TORONTO (CP) - Shares in Blue Pearl Mining Ltd. (TSX:BLE) rose Wednesday after the Toronto metals company, which has been a darling of TSX investors for the past year, boosted its molybdenum production estimate for the year and restated its commitment to the valuable metal.
"We think the price of moly looks good here for the next year or two at least - probably longer - because there\'s been an under-investment in the moly business for the last 20 years," said Ian McDonald, Blue Pearl\'s executive chairman.
"Investors want the pure play that we give them. I don\'t think what our shareholders want is for us to go into lead or zinc or other metals like that."
Shares in Blue Pearl traded at $8.67, up 43 cents or five per cent in the early afternoon after going as high as $8.73 with more than 5.4 million shares changing hands.
The company has been closely watched by investors who like its pure-play focus on molybdenum, a valuable industrial mineral with corrosion-resistant properties that is used in the lighting industry and in high-end steel alloys and pipeline steel.
Molybdenum traded in a range of $20 to $28 per pound in 2006, boosted by increased demand in China, a strong stainless steel market and oil pipelines projects.
The 2007 estimate of 21 million pounds compares with a previous forecast of 20 million. The total is expected to rise to 27 million pounds in 2008 and 29 million in 2009.
Blue Pearl, a junior miner founded and run by former senior executives of Wheaton River Minerals, became the world\'s largest publicly traded molybdenum-only producer when it acquired Thompson Creek Metals Company in October.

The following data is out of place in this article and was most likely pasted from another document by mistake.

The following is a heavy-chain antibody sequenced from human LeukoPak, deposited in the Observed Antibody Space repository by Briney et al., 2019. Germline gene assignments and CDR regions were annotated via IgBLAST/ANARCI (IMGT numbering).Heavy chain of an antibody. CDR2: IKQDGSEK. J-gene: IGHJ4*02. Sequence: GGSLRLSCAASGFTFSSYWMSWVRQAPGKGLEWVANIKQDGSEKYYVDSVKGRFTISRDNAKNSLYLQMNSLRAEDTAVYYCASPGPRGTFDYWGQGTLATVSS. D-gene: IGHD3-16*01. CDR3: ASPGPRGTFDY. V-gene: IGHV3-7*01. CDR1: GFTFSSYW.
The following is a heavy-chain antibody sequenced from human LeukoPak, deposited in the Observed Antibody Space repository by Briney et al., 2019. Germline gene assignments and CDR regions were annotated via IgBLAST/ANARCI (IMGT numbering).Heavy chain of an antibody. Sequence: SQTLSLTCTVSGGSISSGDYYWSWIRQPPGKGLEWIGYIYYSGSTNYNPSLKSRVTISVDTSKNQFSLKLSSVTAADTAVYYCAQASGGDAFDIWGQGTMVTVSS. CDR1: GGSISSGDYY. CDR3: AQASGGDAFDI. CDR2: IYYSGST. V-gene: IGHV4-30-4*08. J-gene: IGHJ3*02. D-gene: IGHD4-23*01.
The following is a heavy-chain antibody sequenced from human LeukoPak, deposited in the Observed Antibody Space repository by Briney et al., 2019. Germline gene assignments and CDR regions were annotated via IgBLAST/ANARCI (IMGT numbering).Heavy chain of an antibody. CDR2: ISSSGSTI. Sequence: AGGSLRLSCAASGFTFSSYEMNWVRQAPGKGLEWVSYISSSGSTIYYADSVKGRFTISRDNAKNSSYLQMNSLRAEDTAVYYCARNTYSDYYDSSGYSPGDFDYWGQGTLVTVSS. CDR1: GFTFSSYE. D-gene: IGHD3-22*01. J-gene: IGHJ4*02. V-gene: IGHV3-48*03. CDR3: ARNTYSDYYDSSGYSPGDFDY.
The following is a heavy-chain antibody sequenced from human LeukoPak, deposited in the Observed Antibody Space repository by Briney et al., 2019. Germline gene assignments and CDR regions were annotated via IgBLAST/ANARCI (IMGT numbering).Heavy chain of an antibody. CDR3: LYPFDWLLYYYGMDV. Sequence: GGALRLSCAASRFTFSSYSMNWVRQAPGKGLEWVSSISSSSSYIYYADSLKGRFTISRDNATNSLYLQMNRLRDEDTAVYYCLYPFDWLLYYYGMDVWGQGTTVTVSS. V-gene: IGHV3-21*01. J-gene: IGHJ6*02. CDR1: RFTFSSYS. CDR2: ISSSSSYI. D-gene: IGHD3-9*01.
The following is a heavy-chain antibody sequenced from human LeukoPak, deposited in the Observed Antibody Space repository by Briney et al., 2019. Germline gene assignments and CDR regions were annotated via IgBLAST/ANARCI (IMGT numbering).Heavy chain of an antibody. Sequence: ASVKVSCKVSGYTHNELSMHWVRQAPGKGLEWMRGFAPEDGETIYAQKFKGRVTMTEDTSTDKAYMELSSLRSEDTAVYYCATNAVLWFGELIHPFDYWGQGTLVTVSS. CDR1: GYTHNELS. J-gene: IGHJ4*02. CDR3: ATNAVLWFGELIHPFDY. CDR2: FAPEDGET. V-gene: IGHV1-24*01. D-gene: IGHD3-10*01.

The deal included the Thompson Creek mine in Idaho, a 75 per cent interest in the Endako mine in British Columbia and the Langeloth Metallurgical Complex in Pennsylvania.
Kevin Loughrey, who was instrumental in negotiating that deal, became president and CEO of Blue Pearl last month, replacing McDonald.
The company also owns the Davidson mine, an underground molybdenum deposit near Smithers, B.C., where it is working on a final feasibility study looking at the possibility of mining 2,000 tonnes of high-grade ore per day from the deposit and shipping it to the Endako facility for processing, beginning in 2008.
"Bringing Davidson on is key to us, but we are looking to grow the company outside of our own asset base," McDonald said.
Those plans aren\'t focused around building another molybdenum mine, however, since that\'s a difficult, expensive and time-consuming undertaking.
"There\'s other ways such as purchasing maybe moly byproduct - that\'s the kind of things we\'re looking at," he said, declining to elaborate.
"We\'ve only owned Thompson Creek three months, so it\'s going to take some time."
In its 2007 outlook, Blue Pearl said it will re-evaluate the mineral reserves and mineral resources at the Thompson Creek and Endako mines, based on a long-term US$10 per pound molybdenum price, and revise mine plans based the new estimates.
It also plans to initiate a scoping study at Endako to asses the potential to create a "superpit" by extending the three existing pits to create a very large unified pit, with the commensurate expansion of mill capacity.
UBS analyst Brian MacArthur revised his 2007-2008 earnings per share estimate to $1.07 to $1.48, from $1.19 to $1.46, one Wednesday to "reflect the higher production and higher costs," noting that while revised production was up, so were costs.
UBS has a "buy" rating on the stock, with a conservative target price of $11.